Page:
Those are some tall trees

Saturday, after taking in the beauty of Crater Lake, we hopped back in the car and drove to Northern California, stopping only for some fast food in Grant's Pass. We were headed to Crescent City, CA to begin at the visitor's center. To get there, we drove along the edge of the Redwoods at 55mph. They were impressive enough that you wanted to hang your head out the window to get a photo (We didn't, mom!).
When we got the the visitor's center, Super Chatty Park Ranger Guy told us everything we needed to know and more about everything we could do in a 30 mile radius, most of which we ignored. However, he had a couple good pieces of advice. The first was that there were seals and sea lions in the Crescent City Harbor (which was recently the most damaged area in the US from March's tsunami in Japan).
We drove over and, of course, since Desiree and Curtis only got to see a couple of seals in Newport, and even those were way out on a rock, they wanted to get "close". But I think the park ranger scared them when he said seals and sea lions can bite. Melissa and I had a good time laughing as they inched forward and then backed away.
We then headed to see the Redwoods. Among the 1,000 things the ranger said, he told us to take the dirt road through the forest that was built around the trees - he failed to mention the potholes! You drive about 15mph and take in lots of Redwoods. There were also 2 trail options given to us by Super Chatty Park Ranger Guy.  The first one was a mile loop. The other trail was The Boy Scout Tree Trail at the end of which was a waterfall and an old growth tree named "The Boy Scout Tree" because of a famous photo taken in front of the tree. This trail is 2.8 miles in and the same 2.8 miles out (half uphill).

We drove the dirt road, taking in a few sites and stopping for a photo op in front of this giant downed tree.

My sister and I proceeded to play chicken as we decided which trail to hike. Mind you, we had spent the morning at Crater Lake and then driven to California so by this time it is already after 3:00. I was in favor of the short trail and some quick photos - but I wasn't going to say anything. Let the game of chicken begin. She didn't want to say "I just had surgery 3 weeks ago" and I didn't want to say "I haven't tried to hike this far since I had hardware put in my spine". Since no one flinched, we set off on a 5.6 mile hike. Oh, and I forgot the best part - the ranger indicated that there was a tree down on the trail. For a normal forest, that isn't a problem because you can hop over a downed tree. You cannot "hop" over a downed Redwood. More on that later.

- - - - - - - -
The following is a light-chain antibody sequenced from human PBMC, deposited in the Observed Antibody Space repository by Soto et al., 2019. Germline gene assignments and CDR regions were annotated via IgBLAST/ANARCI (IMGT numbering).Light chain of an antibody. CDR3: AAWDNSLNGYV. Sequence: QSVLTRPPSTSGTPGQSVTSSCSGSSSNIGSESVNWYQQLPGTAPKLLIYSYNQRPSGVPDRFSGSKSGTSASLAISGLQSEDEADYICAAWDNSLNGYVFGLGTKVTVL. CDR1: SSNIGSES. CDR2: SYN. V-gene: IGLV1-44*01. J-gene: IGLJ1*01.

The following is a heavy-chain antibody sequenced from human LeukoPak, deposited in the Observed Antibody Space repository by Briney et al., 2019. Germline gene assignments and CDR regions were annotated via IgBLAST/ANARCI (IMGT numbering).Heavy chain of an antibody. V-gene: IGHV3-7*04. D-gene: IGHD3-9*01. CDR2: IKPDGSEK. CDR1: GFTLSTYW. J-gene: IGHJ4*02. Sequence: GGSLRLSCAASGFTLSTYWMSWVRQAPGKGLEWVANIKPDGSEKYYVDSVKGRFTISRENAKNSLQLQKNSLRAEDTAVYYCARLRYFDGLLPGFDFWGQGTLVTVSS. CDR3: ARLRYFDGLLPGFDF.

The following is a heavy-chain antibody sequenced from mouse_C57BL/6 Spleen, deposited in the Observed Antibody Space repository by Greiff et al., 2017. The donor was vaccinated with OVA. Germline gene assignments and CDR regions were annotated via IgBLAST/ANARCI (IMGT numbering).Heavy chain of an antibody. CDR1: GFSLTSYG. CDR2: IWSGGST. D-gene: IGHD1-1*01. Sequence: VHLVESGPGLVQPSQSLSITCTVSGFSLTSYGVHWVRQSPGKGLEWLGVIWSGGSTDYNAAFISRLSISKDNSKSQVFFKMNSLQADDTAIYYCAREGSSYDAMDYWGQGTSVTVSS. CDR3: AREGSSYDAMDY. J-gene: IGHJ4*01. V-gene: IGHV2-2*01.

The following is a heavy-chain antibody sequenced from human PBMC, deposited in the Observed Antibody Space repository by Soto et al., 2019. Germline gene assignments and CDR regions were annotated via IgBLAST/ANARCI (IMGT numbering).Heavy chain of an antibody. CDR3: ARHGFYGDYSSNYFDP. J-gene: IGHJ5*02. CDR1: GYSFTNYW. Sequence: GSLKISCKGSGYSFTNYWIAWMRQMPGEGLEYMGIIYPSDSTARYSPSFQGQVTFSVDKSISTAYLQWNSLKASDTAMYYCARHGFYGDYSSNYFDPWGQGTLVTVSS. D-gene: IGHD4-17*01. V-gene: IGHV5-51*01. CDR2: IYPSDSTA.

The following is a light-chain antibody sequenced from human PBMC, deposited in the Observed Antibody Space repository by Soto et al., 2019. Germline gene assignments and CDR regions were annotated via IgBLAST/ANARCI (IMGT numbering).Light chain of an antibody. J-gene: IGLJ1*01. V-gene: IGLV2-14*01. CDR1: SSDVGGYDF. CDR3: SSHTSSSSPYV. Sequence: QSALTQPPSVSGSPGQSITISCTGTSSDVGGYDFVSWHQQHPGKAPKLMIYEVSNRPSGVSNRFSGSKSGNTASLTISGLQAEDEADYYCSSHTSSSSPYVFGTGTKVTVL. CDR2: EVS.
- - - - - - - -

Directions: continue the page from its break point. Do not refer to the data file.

We started the hike.
It was a little muddy.
 Right away, we stopped for photos.

 When Curtis would run too far ahead, we would holler "Marco" and he would yell back "Polo" and stop for us to catch up. Funny - we didn't have to do that on the way back out.

Then we got to a place where the trail looked like this:

"You can't go under it and you can't go through it. You have to go over it." It was a team effort.
We made it to the waterfall.It wasn't much since we had just been hiking Silver Falls three days earlier, but it did mark the half way point. We had made it 2.8 miles. But, we had that far to go (and we still hadn't found the Boy Scout Tree). 
Melissa went and checked a side trail we thought to be THE tree. It was!.... so we hiked straight up hill and finally saw it: The Boy Scout Tree

   Pardon the dumb look on my face! We were the only ones there, so we had to prop my camera up on a log and set the timer. This is the best one we got.

The hike out (from this point it was over 2 miles) went faster. There were only a couple stops for photos - actually they were stops to rest, but Melissa started snapping. We looked like this.

We cleaned up. I took a ton of Advil. We stopped in some small town and had the best tasting Subway sub ever (maybe because I was famished) and drove back to Corvallis. We got home around midnight.

Best day ever.

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